Man of the House

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Ho Thieu Tri, the man behind the Hanoi Opera House as we know it today, speaks about his love affair with the capital and how it shaped his life and work


The Hanoi Opera House. Out of all the projects he has undertaken, architect Ho Thieu Tri says the Hanoi Opera House is "[his] life's greatest achievement."

The Hanoi Opera House is my life's greatest "achievement," says architect Ho Thieu Tri as he begins to explain the love story between him, a southerner, and the thousand-year-old capital in the north.

Ho Thieu Tri was born in 1945 in Kien Giang Province and grew up in Saigon. He graduated from Saigon's University of Architecture in 1974 before moving to France in 1979. After ten years living and working abroad, the architect returned to Vietnam and visited the capital for the first time.

"When I was young, the north and the south were still divided, and all my thoughts and impressions of Hanoi were formed through literary works. I had images of the capital being peaceful and romantic with thirty six streets and districts, and it truly is," says Tri.

Upon his first visit to Hanoi in 1989, Tri was overwhelmed by the beauty of the old corners of the city. "At that time, the city was not as crowded as it is today. I felt at home in a way I never did in France," he remembers.

Destination Hanoi

In 1994, after completing an assignment in Shanghai, Tri went back to Hanoi instead of France and met fellow architect Nguyen Thanh Lan. Lan took him on a sightseeing tour of the city which led to a turning point in Tri's life.

"The first stop was the Hanoi Opera House. I was amazed by this unique and classic work of art. It looked a little like Paris's Garnier Opera House but was in a bad state with walls covered in moss and a tin roof in parts. After a little research, I found out it was built in 1901 and finished in 1911. The Hanoi Opera House had stood there for 80 years in the sands of time," recalls Tri.

After this visit, Tri was introduced to architect Hoang Dao Kinh, the son of noted Hanoi scholar, Hoang Dao Thuy. At that time, Kinh was in charge of a project to restore and improve the Hanoi Opera House.

"I admired Kinh for his erudition and immense savvy about the history and architecture of many Hanoi's relics. Kinh was the first person to give me a thoroughly precious understanding of Hanoi."

Meanwhile, Kinh saw Tri as "a valuable talent, a man who is sophisticated, reliable and has an impressive understanding of French architecture." It was this impression that led to him inviting Tri to become part of the restoration team.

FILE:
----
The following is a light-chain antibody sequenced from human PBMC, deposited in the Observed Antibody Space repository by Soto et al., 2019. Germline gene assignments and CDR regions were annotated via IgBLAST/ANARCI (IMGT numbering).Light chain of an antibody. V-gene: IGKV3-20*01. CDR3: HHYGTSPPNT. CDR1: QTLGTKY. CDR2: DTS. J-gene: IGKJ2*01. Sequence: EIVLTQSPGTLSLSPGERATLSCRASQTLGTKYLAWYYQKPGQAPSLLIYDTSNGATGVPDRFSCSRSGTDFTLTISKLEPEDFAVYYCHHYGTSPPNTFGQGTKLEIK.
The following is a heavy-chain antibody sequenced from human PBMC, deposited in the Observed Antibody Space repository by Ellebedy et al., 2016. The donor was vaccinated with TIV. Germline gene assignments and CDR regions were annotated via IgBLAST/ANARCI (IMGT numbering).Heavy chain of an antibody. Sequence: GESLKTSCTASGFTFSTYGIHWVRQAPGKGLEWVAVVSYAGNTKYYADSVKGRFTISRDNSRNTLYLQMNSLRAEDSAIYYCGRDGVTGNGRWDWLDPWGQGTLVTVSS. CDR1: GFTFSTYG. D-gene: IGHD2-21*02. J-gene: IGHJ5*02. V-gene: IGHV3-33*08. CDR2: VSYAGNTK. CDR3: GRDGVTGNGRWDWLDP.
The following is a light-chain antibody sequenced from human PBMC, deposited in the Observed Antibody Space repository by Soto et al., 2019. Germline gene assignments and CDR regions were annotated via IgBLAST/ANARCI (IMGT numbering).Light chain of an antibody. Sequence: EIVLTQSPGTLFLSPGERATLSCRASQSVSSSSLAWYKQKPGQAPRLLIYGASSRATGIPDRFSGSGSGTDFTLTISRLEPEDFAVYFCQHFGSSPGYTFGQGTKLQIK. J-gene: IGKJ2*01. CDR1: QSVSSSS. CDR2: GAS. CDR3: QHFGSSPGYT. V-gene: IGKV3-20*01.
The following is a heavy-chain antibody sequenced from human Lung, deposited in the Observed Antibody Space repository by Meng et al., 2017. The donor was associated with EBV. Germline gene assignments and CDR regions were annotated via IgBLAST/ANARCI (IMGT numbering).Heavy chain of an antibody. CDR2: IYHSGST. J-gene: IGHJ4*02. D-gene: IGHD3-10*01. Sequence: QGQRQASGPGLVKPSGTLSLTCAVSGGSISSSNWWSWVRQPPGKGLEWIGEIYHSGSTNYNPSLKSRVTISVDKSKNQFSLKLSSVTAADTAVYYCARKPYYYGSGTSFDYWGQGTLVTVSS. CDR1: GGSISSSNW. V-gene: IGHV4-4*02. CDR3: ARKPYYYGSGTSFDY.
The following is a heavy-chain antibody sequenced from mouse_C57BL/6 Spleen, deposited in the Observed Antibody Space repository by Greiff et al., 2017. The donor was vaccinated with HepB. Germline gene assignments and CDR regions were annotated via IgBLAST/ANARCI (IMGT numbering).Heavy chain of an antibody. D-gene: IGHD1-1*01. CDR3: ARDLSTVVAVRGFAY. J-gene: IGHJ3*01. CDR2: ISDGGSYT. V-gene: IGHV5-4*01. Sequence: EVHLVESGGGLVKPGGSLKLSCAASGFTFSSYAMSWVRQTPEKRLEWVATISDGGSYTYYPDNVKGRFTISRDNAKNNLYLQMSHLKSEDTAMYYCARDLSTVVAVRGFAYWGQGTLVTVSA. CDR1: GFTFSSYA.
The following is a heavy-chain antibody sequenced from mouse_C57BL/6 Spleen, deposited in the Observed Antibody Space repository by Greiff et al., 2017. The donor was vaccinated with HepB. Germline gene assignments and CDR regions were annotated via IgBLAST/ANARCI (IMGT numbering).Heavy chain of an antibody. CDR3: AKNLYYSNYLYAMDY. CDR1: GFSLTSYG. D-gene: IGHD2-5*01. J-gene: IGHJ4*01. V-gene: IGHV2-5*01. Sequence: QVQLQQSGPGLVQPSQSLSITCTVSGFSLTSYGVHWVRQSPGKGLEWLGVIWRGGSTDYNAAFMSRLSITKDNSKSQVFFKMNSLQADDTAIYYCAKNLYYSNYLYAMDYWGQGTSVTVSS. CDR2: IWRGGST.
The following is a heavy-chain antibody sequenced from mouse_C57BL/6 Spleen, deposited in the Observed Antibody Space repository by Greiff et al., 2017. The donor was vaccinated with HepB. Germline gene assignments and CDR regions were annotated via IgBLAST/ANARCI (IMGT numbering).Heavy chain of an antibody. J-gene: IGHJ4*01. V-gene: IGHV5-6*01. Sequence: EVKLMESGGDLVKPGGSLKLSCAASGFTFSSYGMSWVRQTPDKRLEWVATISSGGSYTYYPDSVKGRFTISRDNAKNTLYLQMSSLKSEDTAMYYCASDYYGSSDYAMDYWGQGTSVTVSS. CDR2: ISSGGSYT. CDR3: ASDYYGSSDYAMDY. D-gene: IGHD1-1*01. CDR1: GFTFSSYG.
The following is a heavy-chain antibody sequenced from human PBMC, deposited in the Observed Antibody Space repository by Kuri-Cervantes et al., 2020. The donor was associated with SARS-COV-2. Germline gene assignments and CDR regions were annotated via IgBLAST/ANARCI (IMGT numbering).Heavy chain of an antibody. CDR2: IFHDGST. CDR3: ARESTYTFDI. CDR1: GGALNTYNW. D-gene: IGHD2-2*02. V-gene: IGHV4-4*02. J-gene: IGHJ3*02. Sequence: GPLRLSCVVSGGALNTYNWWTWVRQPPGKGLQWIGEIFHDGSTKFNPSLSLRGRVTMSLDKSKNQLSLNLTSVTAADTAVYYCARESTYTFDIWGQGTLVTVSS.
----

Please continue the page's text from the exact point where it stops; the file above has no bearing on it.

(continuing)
At first, the invitation went unanswered: Tri returned to his daily routine and half-done projects in France. It wasn't until a timely fax from Kinh that Tri remembered the proposal to save the Hanoi Opera House.

Work of a lifetime

"I thought the invitation to restore the Hanoi Opera House was a joke and I totally forgot about it. Kinh helped me realize that I had nearly missed a massive opportunity, one that would show my devotion to my country."

Tri agreed without hesitation. He cancelled all his projects and travelled to Aix-en-Provence to visit the Indochina Archives, 800 kilometers away from Paris. It was there that Tri found documents about the Opera House in Hanoi, originally built by the French, which would serve in the restoration. He also discovered several articles about how the French spent a large sum of money on building the Opera House

"All the documents, including those detailing the French press's positive and negative thoughts about the construction, were valuable to the restoration."

Apart from the Hanoi Opera House, Tri has also left his mark on both age-old and modern works of architecture from the north to the south including the National Cinema Center (87 Lang Ha St., Hanoi), L'Espace (24 Trang Tien St., Hanoi), the Convention Center in Quang Ninh (Ha Long Town), HCMC's International Exhibition and Convention Center (Tan Binh District, HCMC). Tri has also won both local and international awards for his work.

After two months of research, Tri returned to Vietnam with luggage weighing 50-kilograms which contained material samples of stone, colored curtain, mosaic brick, gold laminae and tens of drawing panels to show to those in charge of deciding the fate of the Hanoi Opera House.

"I remember how I presented my design in front of the Hanoi Opera House with forty to fifty members of various ministries and departments in attendance. It was a success and my design was approved one month later. My re-design is a mixture of French and Oriental architecture, a so-called colonial design. However, the Hanoi Opera House still mainly has a French look embellished with some Eastern details on the walls and the door as well as ornamental pottery and a system of pillars."

It wasn't until 1997 that the re-construction of the Hanoi Opera House was completed, after two years of Tri working with 100 workers. It has since been lauded by many people from all walks of life. Former French president, Jacques Chirac, visited the site in 2004 and was impressed by the "successful overhaul" while local media praised Tri and his team for installing 400 tons worth of sound, air-conditioning, light and sanitary equipment while still preserving the original feel of the building.

Tri not only sees the Hanoi Opera House as his greatest work ever but as a promise to his friend, Kinh, and his responsibility and duty as a Vietnamese son. He sums it up best when he says, "Above all, I love Hanoi from the bottom of my heart."

FILE PHOTO

It took architect Ho Thieu Tri two years (from 1995 to 1997) to successfully overhaul the Hanoi Opera House which was built over ten years (from 1901 to 1911)

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